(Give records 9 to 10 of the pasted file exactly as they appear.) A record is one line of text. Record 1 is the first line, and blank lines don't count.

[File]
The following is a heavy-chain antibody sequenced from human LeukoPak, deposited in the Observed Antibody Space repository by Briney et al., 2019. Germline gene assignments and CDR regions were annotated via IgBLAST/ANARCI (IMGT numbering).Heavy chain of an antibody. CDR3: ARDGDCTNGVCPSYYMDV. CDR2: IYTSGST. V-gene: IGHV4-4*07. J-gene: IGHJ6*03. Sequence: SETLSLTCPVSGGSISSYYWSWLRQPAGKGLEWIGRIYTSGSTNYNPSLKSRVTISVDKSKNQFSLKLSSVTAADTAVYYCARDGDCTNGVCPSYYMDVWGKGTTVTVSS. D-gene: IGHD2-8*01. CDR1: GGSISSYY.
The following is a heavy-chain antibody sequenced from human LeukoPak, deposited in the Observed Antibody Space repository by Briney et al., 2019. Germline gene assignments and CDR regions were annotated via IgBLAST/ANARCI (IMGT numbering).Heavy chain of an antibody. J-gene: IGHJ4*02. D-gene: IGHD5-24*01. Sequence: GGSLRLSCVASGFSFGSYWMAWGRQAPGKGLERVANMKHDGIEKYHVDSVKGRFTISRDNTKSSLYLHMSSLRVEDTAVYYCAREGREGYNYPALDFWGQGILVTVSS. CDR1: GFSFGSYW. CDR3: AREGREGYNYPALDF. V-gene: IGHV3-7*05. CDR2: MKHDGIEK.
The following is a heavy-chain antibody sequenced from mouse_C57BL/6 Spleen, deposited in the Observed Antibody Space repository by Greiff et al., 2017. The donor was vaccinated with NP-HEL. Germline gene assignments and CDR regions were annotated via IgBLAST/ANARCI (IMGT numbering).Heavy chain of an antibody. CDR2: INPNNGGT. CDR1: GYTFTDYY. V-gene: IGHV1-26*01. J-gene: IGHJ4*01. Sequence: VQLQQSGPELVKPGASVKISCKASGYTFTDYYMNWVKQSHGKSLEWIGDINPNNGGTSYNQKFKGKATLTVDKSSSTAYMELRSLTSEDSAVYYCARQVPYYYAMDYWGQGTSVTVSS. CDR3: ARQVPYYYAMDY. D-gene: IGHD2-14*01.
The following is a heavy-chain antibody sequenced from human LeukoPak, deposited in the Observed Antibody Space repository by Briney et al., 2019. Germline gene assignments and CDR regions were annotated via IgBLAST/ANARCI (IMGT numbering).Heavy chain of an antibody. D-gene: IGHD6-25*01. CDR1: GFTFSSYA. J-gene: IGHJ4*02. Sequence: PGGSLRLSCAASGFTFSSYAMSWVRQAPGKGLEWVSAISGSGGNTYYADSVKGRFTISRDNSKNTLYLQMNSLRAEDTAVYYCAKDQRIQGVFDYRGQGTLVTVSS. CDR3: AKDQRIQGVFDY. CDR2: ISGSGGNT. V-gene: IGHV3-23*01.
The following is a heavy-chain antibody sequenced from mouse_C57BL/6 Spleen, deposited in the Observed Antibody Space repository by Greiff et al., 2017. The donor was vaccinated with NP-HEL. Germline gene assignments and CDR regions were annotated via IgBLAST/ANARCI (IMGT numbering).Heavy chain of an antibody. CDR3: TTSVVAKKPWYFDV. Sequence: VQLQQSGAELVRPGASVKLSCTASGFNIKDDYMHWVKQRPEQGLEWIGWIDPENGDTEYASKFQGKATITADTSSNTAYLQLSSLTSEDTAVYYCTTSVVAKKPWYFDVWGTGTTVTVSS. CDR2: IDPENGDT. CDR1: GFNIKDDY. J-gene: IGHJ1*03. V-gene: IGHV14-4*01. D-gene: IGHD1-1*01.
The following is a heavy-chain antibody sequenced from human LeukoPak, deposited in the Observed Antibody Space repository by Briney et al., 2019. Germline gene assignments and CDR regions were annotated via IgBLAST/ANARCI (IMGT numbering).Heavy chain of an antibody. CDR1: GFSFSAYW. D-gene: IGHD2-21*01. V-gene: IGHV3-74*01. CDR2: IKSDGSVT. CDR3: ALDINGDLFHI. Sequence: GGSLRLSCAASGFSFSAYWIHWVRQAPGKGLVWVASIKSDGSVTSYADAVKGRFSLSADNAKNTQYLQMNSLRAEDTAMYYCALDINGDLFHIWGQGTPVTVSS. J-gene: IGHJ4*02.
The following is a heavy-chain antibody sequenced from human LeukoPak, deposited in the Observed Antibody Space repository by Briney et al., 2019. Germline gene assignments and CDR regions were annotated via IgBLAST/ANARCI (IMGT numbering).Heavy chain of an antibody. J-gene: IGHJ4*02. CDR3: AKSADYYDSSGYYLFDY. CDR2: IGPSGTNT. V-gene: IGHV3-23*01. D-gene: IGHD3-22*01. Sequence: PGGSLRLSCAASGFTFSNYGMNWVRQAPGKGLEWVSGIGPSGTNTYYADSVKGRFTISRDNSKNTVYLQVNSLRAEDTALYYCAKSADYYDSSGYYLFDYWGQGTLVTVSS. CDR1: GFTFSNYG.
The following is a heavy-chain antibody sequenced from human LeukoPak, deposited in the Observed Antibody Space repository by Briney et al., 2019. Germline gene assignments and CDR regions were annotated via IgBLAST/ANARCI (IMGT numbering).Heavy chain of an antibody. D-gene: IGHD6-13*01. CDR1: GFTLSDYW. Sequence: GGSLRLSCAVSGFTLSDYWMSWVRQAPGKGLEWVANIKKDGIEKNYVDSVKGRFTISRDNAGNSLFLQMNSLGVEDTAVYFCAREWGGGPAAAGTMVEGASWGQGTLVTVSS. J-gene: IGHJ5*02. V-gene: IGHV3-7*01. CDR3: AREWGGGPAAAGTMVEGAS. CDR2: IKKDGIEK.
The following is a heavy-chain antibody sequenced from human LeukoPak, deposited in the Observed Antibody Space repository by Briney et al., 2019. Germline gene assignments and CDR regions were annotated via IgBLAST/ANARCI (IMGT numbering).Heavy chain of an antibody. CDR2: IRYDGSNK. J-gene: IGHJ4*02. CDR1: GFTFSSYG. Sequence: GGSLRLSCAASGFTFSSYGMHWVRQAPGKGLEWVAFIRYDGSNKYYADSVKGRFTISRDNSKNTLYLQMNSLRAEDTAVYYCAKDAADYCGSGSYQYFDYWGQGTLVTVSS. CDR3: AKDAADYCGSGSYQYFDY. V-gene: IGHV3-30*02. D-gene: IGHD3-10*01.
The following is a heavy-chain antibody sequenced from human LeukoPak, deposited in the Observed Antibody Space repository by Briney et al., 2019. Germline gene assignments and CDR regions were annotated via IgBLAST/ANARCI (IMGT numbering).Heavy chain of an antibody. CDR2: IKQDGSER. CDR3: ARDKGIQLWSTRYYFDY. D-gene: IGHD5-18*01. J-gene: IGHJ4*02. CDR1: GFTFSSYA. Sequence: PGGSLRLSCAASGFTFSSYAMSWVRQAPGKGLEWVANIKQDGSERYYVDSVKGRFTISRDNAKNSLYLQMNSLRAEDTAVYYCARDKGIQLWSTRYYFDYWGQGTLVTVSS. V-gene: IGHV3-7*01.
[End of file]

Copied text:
The following is a heavy-chain antibody sequenced from human LeukoPak, deposited in the Observed Antibody Space repository by Briney et al., 2019. Germline gene assignments and CDR regions were annotated via IgBLAST/ANARCI (IMGT numbering).Heavy chain of an antibody. CDR2: IRYDGSNK. J-gene: IGHJ4*02. CDR1: GFTFSSYG. Sequence: GGSLRLSCAASGFTFSSYGMHWVRQAPGKGLEWVAFIRYDGSNKYYADSVKGRFTISRDNSKNTLYLQMNSLRAEDTAVYYCAKDAADYCGSGSYQYFDYWGQGTLVTVSS. CDR3: AKDAADYCGSGSYQYFDY. V-gene: IGHV3-30*02. D-gene: IGHD3-10*01.
The following is a heavy-chain antibody sequenced from human LeukoPak, deposited in the Observed Antibody Space repository by Briney et al., 2019. Germline gene assignments and CDR regions were annotated via IgBLAST/ANARCI (IMGT numbering).Heavy chain of an antibody. CDR2: IKQDGSER. CDR3: ARDKGIQLWSTRYYFDY. D-gene: IGHD5-18*01. J-gene: IGHJ4*02. CDR1: GFTFSSYA. Sequence: PGGSLRLSCAASGFTFSSYAMSWVRQAPGKGLEWVANIKQDGSERYYVDSVKGRFTISRDNAKNSLYLQMNSLRAEDTAVYYCARDKGIQLWSTRYYFDYWGQGTLVTVSS. V-gene: IGHV3-7*01.